i think that like many others, the season of lighted trees and parcels unnecessary, occupied my time and thoughts like late night travellers, hurrying to someone else’s house for cheer, occupied the streets and the hours. perhaps, we thought – pragmatically? realistically? cynically? – that the occupy movement was faded and fated to background noise. 

a noise ignored. the light of scrutiny was bored with occupy. the message of the people stored in silos of empty dreams and deaf hearts of politicians on the run.  

but this evening, my understanding of what occupy means was restored. what it means to people who put their feet on the street, not the mouths that put their ties on to bleat at us. in five minutes. a video of patti smith commemorating martin luther king jr. day in the united states. she spoke. her words never more true, more honorable, more welcome. 

            people have the power. 

our second go with the video blog. this one, on my rediscovery of vinyl, the album, the l.p., went a bit overtime. so we've cut the video in half. here's the first 10 minutes or so, and the remaining 10 or so minutes will come along tomorrow.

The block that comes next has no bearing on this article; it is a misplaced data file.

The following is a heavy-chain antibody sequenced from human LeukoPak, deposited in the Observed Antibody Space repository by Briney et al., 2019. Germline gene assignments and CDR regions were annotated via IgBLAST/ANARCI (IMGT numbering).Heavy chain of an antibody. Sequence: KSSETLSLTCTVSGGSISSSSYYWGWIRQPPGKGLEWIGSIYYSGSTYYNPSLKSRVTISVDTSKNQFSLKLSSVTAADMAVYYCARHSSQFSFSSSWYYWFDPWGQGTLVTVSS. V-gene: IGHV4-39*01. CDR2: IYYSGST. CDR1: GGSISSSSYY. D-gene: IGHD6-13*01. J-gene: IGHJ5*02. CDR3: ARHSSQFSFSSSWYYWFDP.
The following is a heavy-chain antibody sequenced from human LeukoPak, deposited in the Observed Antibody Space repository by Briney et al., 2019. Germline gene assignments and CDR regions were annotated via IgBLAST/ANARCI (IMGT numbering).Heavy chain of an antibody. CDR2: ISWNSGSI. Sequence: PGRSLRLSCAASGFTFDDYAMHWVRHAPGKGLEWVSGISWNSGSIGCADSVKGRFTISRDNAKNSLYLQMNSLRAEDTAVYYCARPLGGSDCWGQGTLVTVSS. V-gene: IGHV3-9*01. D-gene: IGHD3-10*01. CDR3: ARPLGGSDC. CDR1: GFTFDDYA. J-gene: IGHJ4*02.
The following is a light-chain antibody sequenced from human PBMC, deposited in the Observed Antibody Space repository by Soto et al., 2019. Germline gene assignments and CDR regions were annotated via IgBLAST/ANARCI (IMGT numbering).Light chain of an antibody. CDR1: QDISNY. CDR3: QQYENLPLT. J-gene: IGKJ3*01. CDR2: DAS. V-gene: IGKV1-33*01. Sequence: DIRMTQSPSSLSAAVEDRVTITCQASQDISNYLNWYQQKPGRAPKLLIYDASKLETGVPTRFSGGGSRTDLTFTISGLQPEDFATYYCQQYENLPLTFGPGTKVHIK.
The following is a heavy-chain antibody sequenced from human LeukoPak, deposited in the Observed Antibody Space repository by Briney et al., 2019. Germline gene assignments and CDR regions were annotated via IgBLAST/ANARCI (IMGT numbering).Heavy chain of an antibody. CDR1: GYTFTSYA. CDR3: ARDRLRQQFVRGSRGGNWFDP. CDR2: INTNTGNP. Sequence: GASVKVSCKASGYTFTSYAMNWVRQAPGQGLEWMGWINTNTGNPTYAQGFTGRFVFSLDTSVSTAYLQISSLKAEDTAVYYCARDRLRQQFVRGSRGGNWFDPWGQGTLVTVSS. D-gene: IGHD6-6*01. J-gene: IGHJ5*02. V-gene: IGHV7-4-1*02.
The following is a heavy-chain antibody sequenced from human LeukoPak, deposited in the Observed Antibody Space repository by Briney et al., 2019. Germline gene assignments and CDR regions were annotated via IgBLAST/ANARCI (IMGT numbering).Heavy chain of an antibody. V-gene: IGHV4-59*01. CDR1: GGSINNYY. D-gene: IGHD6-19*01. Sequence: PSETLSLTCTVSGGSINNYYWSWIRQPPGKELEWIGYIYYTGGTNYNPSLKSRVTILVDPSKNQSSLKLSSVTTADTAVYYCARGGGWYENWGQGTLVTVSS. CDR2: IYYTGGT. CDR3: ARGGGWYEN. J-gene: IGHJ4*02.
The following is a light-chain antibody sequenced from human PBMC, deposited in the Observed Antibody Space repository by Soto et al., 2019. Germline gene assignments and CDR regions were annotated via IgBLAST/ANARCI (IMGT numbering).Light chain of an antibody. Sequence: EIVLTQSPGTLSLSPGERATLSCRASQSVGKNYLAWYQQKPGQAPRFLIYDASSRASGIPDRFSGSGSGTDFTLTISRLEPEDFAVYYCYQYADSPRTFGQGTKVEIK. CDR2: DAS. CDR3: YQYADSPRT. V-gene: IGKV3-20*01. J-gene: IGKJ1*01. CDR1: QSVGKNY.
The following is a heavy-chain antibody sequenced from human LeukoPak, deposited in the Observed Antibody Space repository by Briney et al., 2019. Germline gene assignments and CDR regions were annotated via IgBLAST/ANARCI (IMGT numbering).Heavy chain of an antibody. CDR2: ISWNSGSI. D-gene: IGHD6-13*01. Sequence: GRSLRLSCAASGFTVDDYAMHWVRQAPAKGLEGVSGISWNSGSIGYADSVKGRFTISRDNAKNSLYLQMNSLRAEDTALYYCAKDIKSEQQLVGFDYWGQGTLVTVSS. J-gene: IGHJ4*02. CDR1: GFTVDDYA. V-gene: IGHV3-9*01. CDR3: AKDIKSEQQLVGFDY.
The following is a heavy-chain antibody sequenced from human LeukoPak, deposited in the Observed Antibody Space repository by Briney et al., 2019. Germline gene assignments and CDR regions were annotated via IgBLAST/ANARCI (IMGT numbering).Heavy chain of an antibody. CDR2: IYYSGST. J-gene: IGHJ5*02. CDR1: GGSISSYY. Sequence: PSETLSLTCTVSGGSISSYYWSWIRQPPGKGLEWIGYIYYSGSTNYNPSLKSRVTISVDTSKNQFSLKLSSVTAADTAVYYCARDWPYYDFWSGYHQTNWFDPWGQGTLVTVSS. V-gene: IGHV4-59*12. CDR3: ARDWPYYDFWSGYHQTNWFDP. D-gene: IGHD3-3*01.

kindness is an easy claim and an easy call. hold a door open for a couple of people – that’s your kindness quotient for the day. 

but really, it was about 30 seconds; the door was being pushed toward you anyway. and as soon as two or three people went before – enough i suppose to be looked at as kind – but in a very trivial sort of way – you pushed back in line.

that’s what struck me about kindness over the past few days, in particular as the season of festive jocularity and fetid trips through swamps of memories to see people you only see once a year at most comes to an end. 
(hands up everyone who visited relatives they don’t really like, didn’t have much to say and had less in common with – come on, be honest, it’s just you and me and hank).

this is something i imagine we see as kindness. aunt martha’s getting old – who knows when she’ll see us again. so like good little soldiers we trundle off to aunt martha's to eat her frozen strawberry pie that she thinks i love.

when we get back to car after three and a half of remember how true the axiom ‘you can pick your nose, you can pick your friends but you can’t pick your relatives.’


i have no idea what this, what it should be, what it should measure and how to measure it? i think i’ll have to think about it.